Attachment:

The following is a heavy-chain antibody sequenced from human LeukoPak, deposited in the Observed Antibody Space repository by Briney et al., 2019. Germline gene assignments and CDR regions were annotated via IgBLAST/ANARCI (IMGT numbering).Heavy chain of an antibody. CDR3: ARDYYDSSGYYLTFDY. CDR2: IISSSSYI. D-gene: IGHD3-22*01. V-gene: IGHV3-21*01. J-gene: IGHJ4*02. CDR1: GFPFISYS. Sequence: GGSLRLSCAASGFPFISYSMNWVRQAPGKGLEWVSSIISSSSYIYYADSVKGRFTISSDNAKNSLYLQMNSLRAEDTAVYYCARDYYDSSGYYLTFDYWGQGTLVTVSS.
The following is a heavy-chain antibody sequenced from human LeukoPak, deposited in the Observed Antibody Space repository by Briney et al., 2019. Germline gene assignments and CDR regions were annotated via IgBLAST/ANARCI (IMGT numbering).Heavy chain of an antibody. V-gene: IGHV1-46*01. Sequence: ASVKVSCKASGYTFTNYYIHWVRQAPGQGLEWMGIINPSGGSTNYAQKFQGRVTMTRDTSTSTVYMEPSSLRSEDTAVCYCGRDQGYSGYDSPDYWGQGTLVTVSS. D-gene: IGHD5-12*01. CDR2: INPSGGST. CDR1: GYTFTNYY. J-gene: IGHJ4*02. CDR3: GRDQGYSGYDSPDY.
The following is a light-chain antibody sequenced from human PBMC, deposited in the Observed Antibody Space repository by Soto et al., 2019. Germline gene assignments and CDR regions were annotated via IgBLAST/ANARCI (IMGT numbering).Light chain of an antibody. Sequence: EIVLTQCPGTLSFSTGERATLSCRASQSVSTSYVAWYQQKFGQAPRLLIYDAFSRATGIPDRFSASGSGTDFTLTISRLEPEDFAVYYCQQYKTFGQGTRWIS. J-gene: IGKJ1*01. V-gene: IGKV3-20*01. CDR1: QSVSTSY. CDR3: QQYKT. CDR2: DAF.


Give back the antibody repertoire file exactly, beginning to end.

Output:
The following is a heavy-chain antibody sequenced from human LeukoPak, deposited in the Observed Antibody Space repository by Briney et al., 2019. Germline gene assignments and CDR regions were annotated via IgBLAST/ANARCI (IMGT numbering).Heavy chain of an antibody. CDR3: ARDYYDSSGYYLTFDY. CDR2: IISSSSYI. D-gene: IGHD3-22*01. V-gene: IGHV3-21*01. J-gene: IGHJ4*02. CDR1: GFPFISYS. Sequence: GGSLRLSCAASGFPFISYSMNWVRQAPGKGLEWVSSIISSSSYIYYADSVKGRFTISSDNAKNSLYLQMNSLRAEDTAVYYCARDYYDSSGYYLTFDYWGQGTLVTVSS.
The following is a heavy-chain antibody sequenced from human LeukoPak, deposited in the Observed Antibody Space repository by Briney et al., 2019. Germline gene assignments and CDR regions were annotated via IgBLAST/ANARCI (IMGT numbering).Heavy chain of an antibody. V-gene: IGHV1-46*01. Sequence: ASVKVSCKASGYTFTNYYIHWVRQAPGQGLEWMGIINPSGGSTNYAQKFQGRVTMTRDTSTSTVYMEPSSLRSEDTAVCYCGRDQGYSGYDSPDYWGQGTLVTVSS. D-gene: IGHD5-12*01. CDR2: INPSGGST. CDR1: GYTFTNYY. J-gene: IGHJ4*02. CDR3: GRDQGYSGYDSPDY.
The following is a light-chain antibody sequenced from human PBMC, deposited in the Observed Antibody Space repository by Soto et al., 2019. Germline gene assignments and CDR regions were annotated via IgBLAST/ANARCI (IMGT numbering).Light chain of an antibody. Sequence: EIVLTQCPGTLSFSTGERATLSCRASQSVSTSYVAWYQQKFGQAPRLLIYDAFSRATGIPDRFSASGSGTDFTLTISRLEPEDFAVYYCQQYKTFGQGTRWIS. J-gene: IGKJ1*01. V-gene: IGKV3-20*01. CDR1: QSVSTSY. CDR3: QQYKT. CDR2: DAF.